Al-Qaida’s inroads in Africa – Haaretz
Al-Qaida’s inroads in Africa
Radical Islamist groups got a foothold on the continent by opening schools and medical clinics in the poorest areas – and then bringing in a more rigid form of Islam.
By Yishai Halper
September 23, 2013
“Today, I have glad tidings for the Muslim Ummah that will please the believers and disturb the disbelievers,” Al-Qaida’s leader, Ayman Al-Zawahiri, said in a recording made public in 2012. The Egyptian Al-Zawahiri, a physician by profession who succeeded Osama bin Laden as Al-Qaida’s leader and who has a bounty of $25 million on his head, was saying that the militant Islamist group in Somalia, Al-Shabab, had joined Al-Qaida’s ranks.
By doing so, al-Zawahiri gave official recognition to the cooperation between Al-Shabab and Al-Qaida. Experts say that such cooperation had already existed for quite a few years. For example, United States officials believe that some of the Al-Qaida operatives who perpetrated the terror attacks against the embassies in Kenya and in Tanzania in 1988 fled to Somalia, where they received protection from Al-Shabab members. It is also believed that the terror attacks against Israeli targets in Mombasa in 2002 were planned by a Somali Al-Qaida cell.
“There is no Al-Qaida in Africa,” Yoram Schweitzer, the director of the Terrorism and Low-Intensity Warfare Research Project at the Institute for National Security Studies, told Haaretz. Instead, he says, “Africa is an area where Al-Qaida is active.” Several organizations identify with Al-Qaida, he says, including Al-Qaida in the Islamic Maghreb, which is active in North Africa; the Nigerian group Boko Haram (its actual name is Congregation and People of Tradition for Proselytism and Jihad; the name Boko Haram means “Western education is sinful”), which seeks to institute sharia (Islamic law) in North Africa; and Islamic groups that are active in Mali. He adds that Al-Shabab is unusual in that it is the only African group to have joined Al-Qaida’s ranks.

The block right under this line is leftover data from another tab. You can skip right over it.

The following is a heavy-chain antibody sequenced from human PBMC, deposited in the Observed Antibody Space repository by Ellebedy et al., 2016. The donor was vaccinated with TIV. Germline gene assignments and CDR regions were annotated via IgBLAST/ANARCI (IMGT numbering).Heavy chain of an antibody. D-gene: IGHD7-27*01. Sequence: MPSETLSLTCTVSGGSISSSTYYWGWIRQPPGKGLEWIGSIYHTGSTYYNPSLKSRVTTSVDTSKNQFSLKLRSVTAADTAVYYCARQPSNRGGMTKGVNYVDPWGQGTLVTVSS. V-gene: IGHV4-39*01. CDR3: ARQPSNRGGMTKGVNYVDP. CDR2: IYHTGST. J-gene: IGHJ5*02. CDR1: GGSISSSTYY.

Experts say that while the terror threat on the African continent may be rising, this does not mean that a wave of terror attacks is about to sweep over the region. One reason for this is that radical Islam is a fairly new phenomenon. “Until the mid-1990s, Africa had a moderate kind of Islam that was tolerant of local customs and could contain the abundance of local African cultures,” Professor Galia Sabar, director of the inter-university program in African studies at Tel Aviv University, told Haaretz.
“The problem began in the mid-1990s,” she says, ”when financial troubles swept the continent, inviting the entry of Shiite groups funded by Iran and Sunni groups funded by Saudi Arabia and other countries of the Arab peninsula. They went precisely into the places that were suffering from shortages, established schools and medical clinics and provided professional training. Along with the education and health services, they also introduced a more rigid form of Islam.”
Al-Shabab (literally, “the youth”), which seeks to establish an Islamic caliphate in Somalia, appeared for the first time as a significant force in 2006, as an offshoot of the Islamic Courts Union, which took control of large portions of Somalia and its capital, Mogadishu. The rise of Al-Shabab and its place in the country must be understood in the context of Somalia’s own modern history, which is quite dismal. Somalia, which was established as a republic in 1960, was plagued by dictatorships, civil war, natural disasters, foreign invasions, horrific poverty and cruel leaders of militias. Last year, the first official parliament in 20 years was sworn in, but to many people, Somalia is still a failed and non-functioning state.
Besides instituting sharia, Al-Shabab seeks to expel the invaders from Somalia. It punished Uganda for having sent its soldiers to Somalia, by killing 76 people at the 2010 FIFA World Cup championships in Kampala’s Mandela National Stadium. Now it appears to be Kenya’s turn.
“Most of the Muslims in Africa oppose Al-Qaida’s actions,” says Dr. Moshe Terdiman, an expert in Islam in Africa and the founder and director of the think tank, Research on Islam and Muslims in Africa (RIMA). “These groups’ activity will not overthrow regimes. The key to change is in dealing with the root problems of the various countries, and then the people will have no interest in joining all these radical groups.”
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